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Back September 15th, 2015 Forward
So, We Have a New Prime Minister

As many of you will know, Malcolm Turnbull did the people of Australia (as well as his own ego) a profound service yesterday by successfully challenging Tony Abbott for the leadership of the Liberal Party. He's now the Prime Minister designate, and the country is still a little giddy with relief (or at least, this particular bit of it is).

Some brief explanation for those who aren't aware how a parliamentary system works. Despite what Tony Abbott and Joe Hockey were saying yesterday in their press conferences, the role of Prime Minister is not a "gift" of the Australian people. In fact, constitutionally speaking, the role of Prime Minister is actually a very real "gift" of the Governor-General, in that if you read the strict letter of the constitution the GG gets to choose the inhabitant of the role without reference to any external forces whatsoever[1]. By convention, however, the Governor-General usually gives the role to the parliamentary leader of the political party with the functional majority in the Federal House of Representatives. The Australian people, in fact, have their role in the process cease entirely once they've elected their local members of the House of Representatives.

Tony Abbott may have said he was elected by the Australian people. This was an exaggeration at best, since the only people in Australia who had a direct hand in his election are the voters for the House of Representatives seat of Warringah (in Sydney), many of whom would probably vote in a dead emu should one be stood as a candidate by the Liberal Party, and the members of the Parliamentary Liberal Party during a leadership ballot back in December 2009 (by one vote).

In the vote last night, Malcolm Turnbull won the leadership of the Liberal Party by a comfortable 10 vote margin (54 votes to 44) and should therefore be reasonably safe from predation within his own party. The Nationals will probably fall into line (since their alternative is parliamentary irrelevance) and agree to remain in the Coalition, which means the Liberal/National coalition government retains a functional majority in the House of Representatives, and Malcolm Turnbull becomes the Prime Minister of Australia (and about our fourth one in a two year period... it's been a good time for political journalists).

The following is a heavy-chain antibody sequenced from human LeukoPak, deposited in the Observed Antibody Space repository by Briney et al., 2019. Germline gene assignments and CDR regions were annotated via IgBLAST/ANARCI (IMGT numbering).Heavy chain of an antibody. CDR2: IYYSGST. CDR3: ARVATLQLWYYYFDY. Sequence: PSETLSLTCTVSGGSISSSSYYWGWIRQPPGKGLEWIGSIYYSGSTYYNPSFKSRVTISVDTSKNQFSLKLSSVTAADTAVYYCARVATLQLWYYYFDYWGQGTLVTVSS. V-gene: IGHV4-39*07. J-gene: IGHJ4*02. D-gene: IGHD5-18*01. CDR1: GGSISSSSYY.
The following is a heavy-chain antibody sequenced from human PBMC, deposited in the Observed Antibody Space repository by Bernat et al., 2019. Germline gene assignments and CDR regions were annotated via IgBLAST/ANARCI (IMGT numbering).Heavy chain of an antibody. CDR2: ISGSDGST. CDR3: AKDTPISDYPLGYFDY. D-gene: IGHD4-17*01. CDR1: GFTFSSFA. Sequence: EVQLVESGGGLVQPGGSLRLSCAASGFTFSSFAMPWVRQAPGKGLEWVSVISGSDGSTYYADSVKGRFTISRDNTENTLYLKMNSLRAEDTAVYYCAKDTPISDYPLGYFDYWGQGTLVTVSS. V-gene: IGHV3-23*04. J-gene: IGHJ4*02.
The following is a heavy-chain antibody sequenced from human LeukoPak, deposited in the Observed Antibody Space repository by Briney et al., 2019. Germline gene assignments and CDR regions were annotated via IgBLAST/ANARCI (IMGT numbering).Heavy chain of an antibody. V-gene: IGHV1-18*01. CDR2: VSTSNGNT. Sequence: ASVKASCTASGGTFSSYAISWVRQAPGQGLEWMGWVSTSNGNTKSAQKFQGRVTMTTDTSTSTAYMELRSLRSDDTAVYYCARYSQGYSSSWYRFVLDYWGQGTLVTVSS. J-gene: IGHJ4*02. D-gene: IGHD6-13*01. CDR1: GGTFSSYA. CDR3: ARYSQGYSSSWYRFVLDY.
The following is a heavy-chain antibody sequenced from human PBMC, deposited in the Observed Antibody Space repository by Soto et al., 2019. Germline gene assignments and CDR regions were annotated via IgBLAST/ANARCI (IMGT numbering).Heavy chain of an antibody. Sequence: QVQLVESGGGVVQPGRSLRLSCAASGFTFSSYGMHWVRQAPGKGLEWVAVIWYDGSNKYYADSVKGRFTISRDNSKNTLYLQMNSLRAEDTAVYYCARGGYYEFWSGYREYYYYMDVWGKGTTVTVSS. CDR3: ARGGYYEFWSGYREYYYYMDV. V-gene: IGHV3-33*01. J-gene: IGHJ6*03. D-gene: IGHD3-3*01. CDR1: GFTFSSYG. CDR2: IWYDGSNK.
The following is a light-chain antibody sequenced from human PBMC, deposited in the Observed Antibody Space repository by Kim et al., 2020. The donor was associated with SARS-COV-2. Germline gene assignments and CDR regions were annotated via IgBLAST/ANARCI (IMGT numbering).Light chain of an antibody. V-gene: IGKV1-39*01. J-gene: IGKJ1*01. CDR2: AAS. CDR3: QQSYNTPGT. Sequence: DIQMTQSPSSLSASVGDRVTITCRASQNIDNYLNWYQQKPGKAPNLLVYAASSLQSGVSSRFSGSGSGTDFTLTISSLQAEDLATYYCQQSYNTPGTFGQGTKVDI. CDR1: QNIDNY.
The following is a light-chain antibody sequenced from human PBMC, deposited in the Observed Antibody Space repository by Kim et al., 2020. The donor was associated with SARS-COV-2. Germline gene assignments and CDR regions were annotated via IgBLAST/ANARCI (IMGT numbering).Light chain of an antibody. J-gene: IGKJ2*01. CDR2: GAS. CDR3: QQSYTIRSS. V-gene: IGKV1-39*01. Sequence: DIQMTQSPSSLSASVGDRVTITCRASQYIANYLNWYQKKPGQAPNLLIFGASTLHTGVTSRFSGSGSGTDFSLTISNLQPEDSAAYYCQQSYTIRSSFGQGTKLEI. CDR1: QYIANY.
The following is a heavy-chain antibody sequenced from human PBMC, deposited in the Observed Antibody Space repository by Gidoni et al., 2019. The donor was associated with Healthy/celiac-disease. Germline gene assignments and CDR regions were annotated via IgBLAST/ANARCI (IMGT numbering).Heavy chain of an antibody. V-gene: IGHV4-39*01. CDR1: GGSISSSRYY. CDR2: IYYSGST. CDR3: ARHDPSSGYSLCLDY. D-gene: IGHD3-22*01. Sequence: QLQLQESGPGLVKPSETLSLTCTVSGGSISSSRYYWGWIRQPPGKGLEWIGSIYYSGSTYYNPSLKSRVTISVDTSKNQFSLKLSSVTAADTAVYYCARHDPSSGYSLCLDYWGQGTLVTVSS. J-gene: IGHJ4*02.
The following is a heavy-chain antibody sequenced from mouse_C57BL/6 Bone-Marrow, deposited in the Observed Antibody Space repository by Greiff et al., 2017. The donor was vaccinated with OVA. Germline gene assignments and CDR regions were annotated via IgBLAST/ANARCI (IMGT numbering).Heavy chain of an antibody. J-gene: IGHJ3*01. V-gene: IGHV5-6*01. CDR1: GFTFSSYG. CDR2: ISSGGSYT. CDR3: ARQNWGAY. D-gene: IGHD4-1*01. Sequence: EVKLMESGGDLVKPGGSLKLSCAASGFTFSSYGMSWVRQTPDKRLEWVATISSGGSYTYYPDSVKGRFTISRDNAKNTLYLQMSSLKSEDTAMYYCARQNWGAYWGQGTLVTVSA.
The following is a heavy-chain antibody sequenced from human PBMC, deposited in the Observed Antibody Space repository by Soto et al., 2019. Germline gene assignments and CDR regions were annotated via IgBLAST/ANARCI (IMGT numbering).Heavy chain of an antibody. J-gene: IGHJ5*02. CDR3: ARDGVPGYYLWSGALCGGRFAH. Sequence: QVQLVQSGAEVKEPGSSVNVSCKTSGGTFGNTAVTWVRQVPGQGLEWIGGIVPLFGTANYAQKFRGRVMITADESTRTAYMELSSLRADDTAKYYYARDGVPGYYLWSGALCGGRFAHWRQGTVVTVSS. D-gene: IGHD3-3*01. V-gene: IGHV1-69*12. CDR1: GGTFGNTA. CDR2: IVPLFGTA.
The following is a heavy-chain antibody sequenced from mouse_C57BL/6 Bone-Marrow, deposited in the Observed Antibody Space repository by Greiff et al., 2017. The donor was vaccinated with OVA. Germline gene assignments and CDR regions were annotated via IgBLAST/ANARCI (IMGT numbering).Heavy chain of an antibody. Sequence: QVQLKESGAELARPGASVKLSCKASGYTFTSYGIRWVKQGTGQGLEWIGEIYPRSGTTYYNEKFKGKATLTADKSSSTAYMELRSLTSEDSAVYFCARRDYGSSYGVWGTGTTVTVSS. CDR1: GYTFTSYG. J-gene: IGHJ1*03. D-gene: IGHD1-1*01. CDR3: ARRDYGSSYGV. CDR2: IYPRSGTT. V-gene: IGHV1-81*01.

Tony Abbott is no longer Prime Minister, and while he still holds the office of Minister for the status of Women (unfortunately) until at least the end of the week - Mr Turnbull has said he's not going to be re-shuffling ministries until the parliamentary week is over - he probably isn't likely to get a major ministry in the new cabinet. He remains the member for Warringah, unless he chooses to resign from that role and precipitate another by-election (or unless the Warringah branch of the Liberals get polling results which indicate the aforementioned dead emu will do better).

Policy-wise, Mr Turnbull has indicated his government is going to be very much "meet the new boss, same as the old boss", which is disappointing, but only to be expected at this stage. However, his presence at the helm rather than Tony Abbott's has immediately boosted the Liberal Party's chances of being re-elected at the next federal election (which is still scheduled for late 2016), particularly if their major rivals, the Australian Labor Party fail to either pull a leadership re-shuffle of their own (the current leader, Bill Shorten, has all the personality and political forcefulness of damp newspaper; he might have won on a platform of "at least I'm not Tony Abbott", but only if he were the only one occupying that particular platform) or come up with some policy points which demonstrate an appreciable difference from the Coalition. Given the chances of a leadership re-shuffle in the ALP are currently minimal (the last-PM-but-one, Kevin Rudd, put some nice little traps in place to make re-shuffling the ALP leadership a lot harder than it used to be) it's looking at this point like we can expect to see the Liberals re-elected at the 2016 elections (and certainly we're more likely to see a comfortable win for the Liberals in this weekend's by-election in the seat of Canning).


[1] This has been tried precisely once in the history of Australia as a nation. Google "Whitlam dismissal" for an explanation of what happened.

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Current Mood: relieved relieved
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